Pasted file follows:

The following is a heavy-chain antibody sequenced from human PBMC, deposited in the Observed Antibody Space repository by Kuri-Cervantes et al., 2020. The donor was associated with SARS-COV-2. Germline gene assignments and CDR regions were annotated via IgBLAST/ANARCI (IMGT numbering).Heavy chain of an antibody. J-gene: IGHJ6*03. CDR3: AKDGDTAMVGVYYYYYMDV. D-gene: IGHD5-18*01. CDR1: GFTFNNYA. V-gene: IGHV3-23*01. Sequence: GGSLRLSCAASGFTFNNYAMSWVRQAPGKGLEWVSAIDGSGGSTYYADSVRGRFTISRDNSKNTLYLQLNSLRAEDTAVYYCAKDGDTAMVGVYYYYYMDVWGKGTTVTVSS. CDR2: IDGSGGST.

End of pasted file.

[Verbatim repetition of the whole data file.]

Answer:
The following is a heavy-chain antibody sequenced from human PBMC, deposited in the Observed Antibody Space repository by Kuri-Cervantes et al., 2020. The donor was associated with SARS-COV-2. Germline gene assignments and CDR regions were annotated via IgBLAST/ANARCI (IMGT numbering).Heavy chain of an antibody. J-gene: IGHJ6*03. CDR3: AKDGDTAMVGVYYYYYMDV. D-gene: IGHD5-18*01. CDR1: GFTFNNYA. V-gene: IGHV3-23*01. Sequence: GGSLRLSCAASGFTFNNYAMSWVRQAPGKGLEWVSAIDGSGGSTYYADSVRGRFTISRDNSKNTLYLQLNSLRAEDTAVYYCAKDGDTAMVGVYYYYYMDVWGKGTTVTVSS. CDR2: IDGSGGST.